Bill is certain he could not have got sober without the group’s support. “The first meeting was weird and I felt very uncomfortable. There was a whole bunch of people present that I wouldn’t normally find myself talking to. But it was incredibly supportive. I cried for 20 minutes solid. Just admitting to another person that I had a problem was a tremendous release. I remember thinking that at least there’s hope, and that spark of hope got me back to the next meeting.”
Being able to talk honestly, openly and without fear of judgement is a major part of the recovery process. While many AA members can speak Spanish and/or Catalan fluently, most feel more comfortable speaking in their first language. This may explain why a growing number of foreign residents are returning to their native countries to get help. Linwood Manor, in Lincolnshire, in the east of England, is a centre specialising in the treatment of alcoholism. Staff there have seen an increase in the numbers of people resident abroad, particularly in Spain, seeking help in the last few years, according to director Sue Allchurch.
Professionals and alcoholics concur that accepting you have a problem and getting treatment is only the beginning. The recovery process is ongoing, and people must be given the tools they need to return to a normal life and learn to deal with issues without relying on a drink as their default option. Three years on, Bill goes to meetings three times a week to keep on track and to help others.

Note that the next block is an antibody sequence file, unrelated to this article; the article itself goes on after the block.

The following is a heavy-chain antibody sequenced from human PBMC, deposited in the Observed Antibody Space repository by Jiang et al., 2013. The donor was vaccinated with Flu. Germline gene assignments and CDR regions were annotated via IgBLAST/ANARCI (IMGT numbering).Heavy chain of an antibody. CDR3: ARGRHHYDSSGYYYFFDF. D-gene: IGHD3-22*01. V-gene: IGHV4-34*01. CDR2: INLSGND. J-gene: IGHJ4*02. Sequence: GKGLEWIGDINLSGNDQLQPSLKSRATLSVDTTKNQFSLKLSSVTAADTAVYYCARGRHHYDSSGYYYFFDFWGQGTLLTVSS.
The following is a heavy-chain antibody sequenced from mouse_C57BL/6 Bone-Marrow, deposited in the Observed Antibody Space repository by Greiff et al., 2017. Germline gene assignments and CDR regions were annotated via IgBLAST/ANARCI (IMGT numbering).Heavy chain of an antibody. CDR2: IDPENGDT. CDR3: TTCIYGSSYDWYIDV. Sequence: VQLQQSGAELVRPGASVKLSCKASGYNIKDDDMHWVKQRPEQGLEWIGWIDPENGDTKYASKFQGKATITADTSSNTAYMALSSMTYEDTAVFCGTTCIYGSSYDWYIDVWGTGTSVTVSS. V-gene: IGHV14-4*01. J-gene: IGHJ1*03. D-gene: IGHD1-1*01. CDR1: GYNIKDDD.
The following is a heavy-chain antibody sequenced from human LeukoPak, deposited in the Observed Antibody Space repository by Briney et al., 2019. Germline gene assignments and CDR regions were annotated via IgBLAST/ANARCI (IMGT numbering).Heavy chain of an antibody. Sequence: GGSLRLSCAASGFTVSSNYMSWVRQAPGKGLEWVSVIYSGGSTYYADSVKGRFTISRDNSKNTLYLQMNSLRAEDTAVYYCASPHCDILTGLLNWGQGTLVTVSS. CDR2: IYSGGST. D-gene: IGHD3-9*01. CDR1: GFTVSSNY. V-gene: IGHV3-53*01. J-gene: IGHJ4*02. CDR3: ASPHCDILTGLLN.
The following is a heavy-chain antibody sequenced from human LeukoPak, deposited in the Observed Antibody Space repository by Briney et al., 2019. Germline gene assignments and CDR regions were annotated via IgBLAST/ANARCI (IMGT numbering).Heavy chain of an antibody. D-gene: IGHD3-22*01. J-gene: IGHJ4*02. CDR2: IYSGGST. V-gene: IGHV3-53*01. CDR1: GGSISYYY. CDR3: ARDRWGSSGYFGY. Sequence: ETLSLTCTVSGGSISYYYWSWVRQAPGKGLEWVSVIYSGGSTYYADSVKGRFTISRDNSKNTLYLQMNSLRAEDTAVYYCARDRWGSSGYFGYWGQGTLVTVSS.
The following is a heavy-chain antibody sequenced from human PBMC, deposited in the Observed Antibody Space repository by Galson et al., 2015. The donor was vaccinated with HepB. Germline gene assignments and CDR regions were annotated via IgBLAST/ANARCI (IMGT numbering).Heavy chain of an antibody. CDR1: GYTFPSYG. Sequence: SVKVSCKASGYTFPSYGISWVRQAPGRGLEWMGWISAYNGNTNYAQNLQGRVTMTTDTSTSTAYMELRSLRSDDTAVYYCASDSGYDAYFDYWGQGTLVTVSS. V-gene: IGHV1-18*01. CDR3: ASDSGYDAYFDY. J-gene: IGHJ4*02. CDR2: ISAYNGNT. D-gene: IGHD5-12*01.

“One of the best things for me has been being able to help someone else overcome their addiction, because I know exactly what they are going through. At my worst, the only time I didn’t crave alcohol was when I was asleep. When you get sober, your life is so different. I am now doing all the things I used to just talk about doing from a barstool. I’m still young, although I do look back and think of how much time I wasted throughout my 20s. And money too; in just three months of being sober, I was able to pay off all my debts.”
As Barbara said, “I realised I was using alcohol to help me fit in with a new environment and it was getting out of control. Had I not really hurt myself that night, it could have become a much bigger problem.”
FOR FURTHER HELP:
Centre d’Atenció Primària. Find your nearest doctor’s surgery by calling 93 403 8585 or visit www10.gencat.net/catsalut
Alcoholics Anonymous Barcelona 24-hour helpline: Tel. 616 684 338 www.aabarcelona.org
Meetings are held in Barceloneta, Lesseps, Plaça Espanya and Plaça del Pi. Anonymity assured.
Dr. Steven Joseph: Tel. 93 330 2412
Linwood Manor: Tel. +44 1226 698 054
For information on sensible drinking, visit www.drinkingandyou.com (available in most European languages).